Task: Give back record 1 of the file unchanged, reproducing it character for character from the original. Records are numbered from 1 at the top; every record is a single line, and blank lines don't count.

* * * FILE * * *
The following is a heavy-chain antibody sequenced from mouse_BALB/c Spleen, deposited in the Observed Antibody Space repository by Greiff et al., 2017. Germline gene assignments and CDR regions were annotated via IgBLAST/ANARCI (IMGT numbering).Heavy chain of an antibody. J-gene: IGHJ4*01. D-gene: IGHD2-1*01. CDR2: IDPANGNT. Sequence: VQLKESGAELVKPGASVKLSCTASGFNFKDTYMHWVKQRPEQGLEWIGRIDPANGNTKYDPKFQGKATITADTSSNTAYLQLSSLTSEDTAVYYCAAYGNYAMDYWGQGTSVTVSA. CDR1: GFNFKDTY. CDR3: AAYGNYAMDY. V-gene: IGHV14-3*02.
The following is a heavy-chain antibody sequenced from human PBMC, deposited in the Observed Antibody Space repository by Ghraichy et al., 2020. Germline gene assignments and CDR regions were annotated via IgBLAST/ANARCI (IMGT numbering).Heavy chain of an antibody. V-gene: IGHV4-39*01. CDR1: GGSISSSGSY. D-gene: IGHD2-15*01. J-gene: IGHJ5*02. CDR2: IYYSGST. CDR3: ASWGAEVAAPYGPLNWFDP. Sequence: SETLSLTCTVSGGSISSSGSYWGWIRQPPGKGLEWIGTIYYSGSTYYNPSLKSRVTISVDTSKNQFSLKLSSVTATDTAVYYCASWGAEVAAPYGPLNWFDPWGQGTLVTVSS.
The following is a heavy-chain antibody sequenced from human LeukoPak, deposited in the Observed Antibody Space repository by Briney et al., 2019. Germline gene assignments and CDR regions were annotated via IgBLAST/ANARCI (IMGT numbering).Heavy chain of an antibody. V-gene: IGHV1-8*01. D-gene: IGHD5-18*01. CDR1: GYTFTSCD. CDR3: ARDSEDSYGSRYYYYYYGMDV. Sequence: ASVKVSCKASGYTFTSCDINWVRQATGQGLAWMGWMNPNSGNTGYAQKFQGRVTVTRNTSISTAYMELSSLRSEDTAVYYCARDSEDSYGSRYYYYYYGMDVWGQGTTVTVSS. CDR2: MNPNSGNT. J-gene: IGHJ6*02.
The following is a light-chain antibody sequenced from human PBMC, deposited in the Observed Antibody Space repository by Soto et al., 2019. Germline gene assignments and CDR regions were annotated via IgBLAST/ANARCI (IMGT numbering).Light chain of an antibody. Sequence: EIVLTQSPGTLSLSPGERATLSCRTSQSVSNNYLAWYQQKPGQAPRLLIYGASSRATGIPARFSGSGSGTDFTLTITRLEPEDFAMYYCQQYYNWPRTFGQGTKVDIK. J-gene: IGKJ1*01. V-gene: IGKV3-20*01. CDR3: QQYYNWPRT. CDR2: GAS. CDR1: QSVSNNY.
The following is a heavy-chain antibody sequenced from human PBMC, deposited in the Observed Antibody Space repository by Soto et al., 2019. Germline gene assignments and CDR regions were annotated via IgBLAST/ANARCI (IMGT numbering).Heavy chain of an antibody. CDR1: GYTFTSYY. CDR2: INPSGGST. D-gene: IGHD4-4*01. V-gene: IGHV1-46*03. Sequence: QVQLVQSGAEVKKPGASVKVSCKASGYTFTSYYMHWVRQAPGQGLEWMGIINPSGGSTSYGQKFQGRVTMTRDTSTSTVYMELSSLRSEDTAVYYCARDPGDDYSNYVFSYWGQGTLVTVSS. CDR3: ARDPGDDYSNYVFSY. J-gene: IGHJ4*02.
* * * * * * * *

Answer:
The following is a heavy-chain antibody sequenced from mouse_BALB/c Spleen, deposited in the Observed Antibody Space repository by Greiff et al., 2017. Germline gene assignments and CDR regions were annotated via IgBLAST/ANARCI (IMGT numbering).Heavy chain of an antibody. J-gene: IGHJ4*01. D-gene: IGHD2-1*01. CDR2: IDPANGNT. Sequence: VQLKESGAELVKPGASVKLSCTASGFNFKDTYMHWVKQRPEQGLEWIGRIDPANGNTKYDPKFQGKATITADTSSNTAYLQLSSLTSEDTAVYYCAAYGNYAMDYWGQGTSVTVSA. CDR1: GFNFKDTY. CDR3: AAYGNYAMDY. V-gene: IGHV14-3*02.